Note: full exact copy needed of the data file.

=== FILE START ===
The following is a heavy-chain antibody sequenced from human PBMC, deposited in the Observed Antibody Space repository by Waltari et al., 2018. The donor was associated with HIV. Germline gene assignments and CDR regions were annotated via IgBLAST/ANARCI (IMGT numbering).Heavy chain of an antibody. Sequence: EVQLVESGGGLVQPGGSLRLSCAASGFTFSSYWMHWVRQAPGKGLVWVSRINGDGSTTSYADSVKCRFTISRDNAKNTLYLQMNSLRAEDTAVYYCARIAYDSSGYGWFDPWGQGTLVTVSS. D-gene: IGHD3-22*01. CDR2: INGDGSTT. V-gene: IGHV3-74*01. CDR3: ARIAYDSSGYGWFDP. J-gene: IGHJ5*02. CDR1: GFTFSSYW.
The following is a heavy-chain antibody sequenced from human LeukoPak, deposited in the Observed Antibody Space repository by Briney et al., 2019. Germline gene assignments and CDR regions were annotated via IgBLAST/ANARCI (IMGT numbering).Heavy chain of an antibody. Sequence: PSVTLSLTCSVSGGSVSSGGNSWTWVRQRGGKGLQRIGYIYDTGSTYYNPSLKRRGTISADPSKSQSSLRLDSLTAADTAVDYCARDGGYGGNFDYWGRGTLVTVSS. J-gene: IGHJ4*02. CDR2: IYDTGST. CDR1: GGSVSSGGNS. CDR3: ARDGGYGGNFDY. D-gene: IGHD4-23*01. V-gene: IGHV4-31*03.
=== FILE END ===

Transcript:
The following is a heavy-chain antibody sequenced from human PBMC, deposited in the Observed Antibody Space repository by Waltari et al., 2018. The donor was associated with HIV. Germline gene assignments and CDR regions were annotated via IgBLAST/ANARCI (IMGT numbering).Heavy chain of an antibody. Sequence: EVQLVESGGGLVQPGGSLRLSCAASGFTFSSYWMHWVRQAPGKGLVWVSRINGDGSTTSYADSVKCRFTISRDNAKNTLYLQMNSLRAEDTAVYYCARIAYDSSGYGWFDPWGQGTLVTVSS. D-gene: IGHD3-22*01. CDR2: INGDGSTT. V-gene: IGHV3-74*01. CDR3: ARIAYDSSGYGWFDP. J-gene: IGHJ5*02. CDR1: GFTFSSYW.
The following is a heavy-chain antibody sequenced from human LeukoPak, deposited in the Observed Antibody Space repository by Briney et al., 2019. Germline gene assignments and CDR regions were annotated via IgBLAST/ANARCI (IMGT numbering).Heavy chain of an antibody. Sequence: PSVTLSLTCSVSGGSVSSGGNSWTWVRQRGGKGLQRIGYIYDTGSTYYNPSLKRRGTISADPSKSQSSLRLDSLTAADTAVDYCARDGGYGGNFDYWGRGTLVTVSS. J-gene: IGHJ4*02. CDR2: IYDTGST. CDR1: GGSVSSGGNS. CDR3: ARDGGYGGNFDY. D-gene: IGHD4-23*01. V-gene: IGHV4-31*03.